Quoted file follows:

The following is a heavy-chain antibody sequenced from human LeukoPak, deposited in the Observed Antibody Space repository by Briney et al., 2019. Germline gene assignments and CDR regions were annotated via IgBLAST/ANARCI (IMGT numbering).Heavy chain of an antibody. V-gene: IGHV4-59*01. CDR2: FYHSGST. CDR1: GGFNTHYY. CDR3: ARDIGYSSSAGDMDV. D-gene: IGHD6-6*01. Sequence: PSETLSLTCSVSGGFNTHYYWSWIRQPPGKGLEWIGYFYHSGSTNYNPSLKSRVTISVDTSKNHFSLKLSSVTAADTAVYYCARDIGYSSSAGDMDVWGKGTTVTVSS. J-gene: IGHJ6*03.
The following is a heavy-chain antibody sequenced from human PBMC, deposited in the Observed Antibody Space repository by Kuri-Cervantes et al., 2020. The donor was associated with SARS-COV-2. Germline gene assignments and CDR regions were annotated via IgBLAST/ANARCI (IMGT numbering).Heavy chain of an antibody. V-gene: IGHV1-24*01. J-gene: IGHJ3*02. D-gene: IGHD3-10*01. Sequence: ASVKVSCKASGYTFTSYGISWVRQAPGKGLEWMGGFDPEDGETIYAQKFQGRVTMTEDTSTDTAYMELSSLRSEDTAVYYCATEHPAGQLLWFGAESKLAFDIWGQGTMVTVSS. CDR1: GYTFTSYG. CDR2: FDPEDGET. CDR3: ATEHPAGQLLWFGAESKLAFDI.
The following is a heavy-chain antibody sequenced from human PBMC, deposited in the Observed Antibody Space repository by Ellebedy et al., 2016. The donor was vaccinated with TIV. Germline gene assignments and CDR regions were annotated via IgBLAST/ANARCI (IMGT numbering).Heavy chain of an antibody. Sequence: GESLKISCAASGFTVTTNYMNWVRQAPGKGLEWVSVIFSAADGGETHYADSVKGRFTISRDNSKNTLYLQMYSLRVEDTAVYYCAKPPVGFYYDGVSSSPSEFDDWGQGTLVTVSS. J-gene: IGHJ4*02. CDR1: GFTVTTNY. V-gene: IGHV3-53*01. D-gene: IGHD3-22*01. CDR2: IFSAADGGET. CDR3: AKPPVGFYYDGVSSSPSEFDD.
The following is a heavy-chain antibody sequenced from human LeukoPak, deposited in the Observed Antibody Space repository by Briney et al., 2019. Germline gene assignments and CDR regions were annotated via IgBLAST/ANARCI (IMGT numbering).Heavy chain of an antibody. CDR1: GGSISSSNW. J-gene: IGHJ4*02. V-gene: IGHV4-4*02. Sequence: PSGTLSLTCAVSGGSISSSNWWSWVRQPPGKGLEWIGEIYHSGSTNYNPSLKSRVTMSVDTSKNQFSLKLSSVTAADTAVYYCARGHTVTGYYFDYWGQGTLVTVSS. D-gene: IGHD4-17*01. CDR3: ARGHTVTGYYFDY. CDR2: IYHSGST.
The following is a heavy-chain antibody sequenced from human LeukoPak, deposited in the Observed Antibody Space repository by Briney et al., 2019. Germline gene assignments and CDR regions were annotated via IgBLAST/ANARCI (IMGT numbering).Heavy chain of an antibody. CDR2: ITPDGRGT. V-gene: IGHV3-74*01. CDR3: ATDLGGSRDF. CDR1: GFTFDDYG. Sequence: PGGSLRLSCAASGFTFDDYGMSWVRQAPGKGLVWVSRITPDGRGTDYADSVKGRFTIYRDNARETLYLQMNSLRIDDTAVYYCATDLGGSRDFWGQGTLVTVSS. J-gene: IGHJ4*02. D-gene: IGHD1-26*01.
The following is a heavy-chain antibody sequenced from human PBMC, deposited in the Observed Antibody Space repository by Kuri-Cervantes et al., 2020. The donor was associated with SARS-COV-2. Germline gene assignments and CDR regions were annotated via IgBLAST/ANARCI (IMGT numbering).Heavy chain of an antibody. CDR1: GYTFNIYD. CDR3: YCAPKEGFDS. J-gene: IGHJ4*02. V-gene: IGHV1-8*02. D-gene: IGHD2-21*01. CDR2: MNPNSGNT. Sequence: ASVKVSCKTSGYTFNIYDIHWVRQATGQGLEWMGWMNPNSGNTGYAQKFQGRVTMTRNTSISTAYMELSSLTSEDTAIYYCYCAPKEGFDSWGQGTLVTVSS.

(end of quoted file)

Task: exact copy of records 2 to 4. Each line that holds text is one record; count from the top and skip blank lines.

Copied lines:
The following is a heavy-chain antibody sequenced from human PBMC, deposited in the Observed Antibody Space repository by Kuri-Cervantes et al., 2020. The donor was associated with SARS-COV-2. Germline gene assignments and CDR regions were annotated via IgBLAST/ANARCI (IMGT numbering).Heavy chain of an antibody. V-gene: IGHV1-24*01. J-gene: IGHJ3*02. D-gene: IGHD3-10*01. Sequence: ASVKVSCKASGYTFTSYGISWVRQAPGKGLEWMGGFDPEDGETIYAQKFQGRVTMTEDTSTDTAYMELSSLRSEDTAVYYCATEHPAGQLLWFGAESKLAFDIWGQGTMVTVSS. CDR1: GYTFTSYG. CDR2: FDPEDGET. CDR3: ATEHPAGQLLWFGAESKLAFDI.
The following is a heavy-chain antibody sequenced from human PBMC, deposited in the Observed Antibody Space repository by Ellebedy et al., 2016. The donor was vaccinated with TIV. Germline gene assignments and CDR regions were annotated via IgBLAST/ANARCI (IMGT numbering).Heavy chain of an antibody. Sequence: GESLKISCAASGFTVTTNYMNWVRQAPGKGLEWVSVIFSAADGGETHYADSVKGRFTISRDNSKNTLYLQMYSLRVEDTAVYYCAKPPVGFYYDGVSSSPSEFDDWGQGTLVTVSS. J-gene: IGHJ4*02. CDR1: GFTVTTNY. V-gene: IGHV3-53*01. D-gene: IGHD3-22*01. CDR2: IFSAADGGET. CDR3: AKPPVGFYYDGVSSSPSEFDD.
The following is a heavy-chain antibody sequenced from human LeukoPak, deposited in the Observed Antibody Space repository by Briney et al., 2019. Germline gene assignments and CDR regions were annotated via IgBLAST/ANARCI (IMGT numbering).Heavy chain of an antibody. CDR1: GGSISSSNW. J-gene: IGHJ4*02. V-gene: IGHV4-4*02. Sequence: PSGTLSLTCAVSGGSISSSNWWSWVRQPPGKGLEWIGEIYHSGSTNYNPSLKSRVTMSVDTSKNQFSLKLSSVTAADTAVYYCARGHTVTGYYFDYWGQGTLVTVSS. D-gene: IGHD4-17*01. CDR3: ARGHTVTGYYFDY. CDR2: IYHSGST.